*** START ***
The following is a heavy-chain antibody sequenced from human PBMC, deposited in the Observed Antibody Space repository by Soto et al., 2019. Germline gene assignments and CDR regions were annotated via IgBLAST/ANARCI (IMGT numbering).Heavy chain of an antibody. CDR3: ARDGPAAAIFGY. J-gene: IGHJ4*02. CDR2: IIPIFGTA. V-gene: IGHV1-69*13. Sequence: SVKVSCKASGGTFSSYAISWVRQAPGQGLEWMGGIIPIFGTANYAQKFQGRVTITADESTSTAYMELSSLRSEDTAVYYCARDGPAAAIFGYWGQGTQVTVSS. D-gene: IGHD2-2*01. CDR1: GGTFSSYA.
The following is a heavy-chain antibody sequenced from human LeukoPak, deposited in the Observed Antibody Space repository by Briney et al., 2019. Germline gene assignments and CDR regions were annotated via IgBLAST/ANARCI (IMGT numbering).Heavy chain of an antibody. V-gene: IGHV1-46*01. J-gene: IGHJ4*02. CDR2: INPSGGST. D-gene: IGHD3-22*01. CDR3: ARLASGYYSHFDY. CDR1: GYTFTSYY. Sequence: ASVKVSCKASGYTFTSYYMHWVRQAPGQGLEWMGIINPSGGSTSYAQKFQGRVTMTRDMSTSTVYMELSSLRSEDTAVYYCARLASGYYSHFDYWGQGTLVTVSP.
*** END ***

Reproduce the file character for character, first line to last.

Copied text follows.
The following is a heavy-chain antibody sequenced from human PBMC, deposited in the Observed Antibody Space repository by Soto et al., 2019. Germline gene assignments and CDR regions were annotated via IgBLAST/ANARCI (IMGT numbering).Heavy chain of an antibody. CDR3: ARDGPAAAIFGY. J-gene: IGHJ4*02. CDR2: IIPIFGTA. V-gene: IGHV1-69*13. Sequence: SVKVSCKASGGTFSSYAISWVRQAPGQGLEWMGGIIPIFGTANYAQKFQGRVTITADESTSTAYMELSSLRSEDTAVYYCARDGPAAAIFGYWGQGTQVTVSS. D-gene: IGHD2-2*01. CDR1: GGTFSSYA.
The following is a heavy-chain antibody sequenced from human LeukoPak, deposited in the Observed Antibody Space repository by Briney et al., 2019. Germline gene assignments and CDR regions were annotated via IgBLAST/ANARCI (IMGT numbering).Heavy chain of an antibody. V-gene: IGHV1-46*01. J-gene: IGHJ4*02. CDR2: INPSGGST. D-gene: IGHD3-22*01. CDR3: ARLASGYYSHFDY. CDR1: GYTFTSYY. Sequence: ASVKVSCKASGYTFTSYYMHWVRQAPGQGLEWMGIINPSGGSTSYAQKFQGRVTMTRDMSTSTVYMELSSLRSEDTAVYYCARLASGYYSHFDYWGQGTLVTVSP.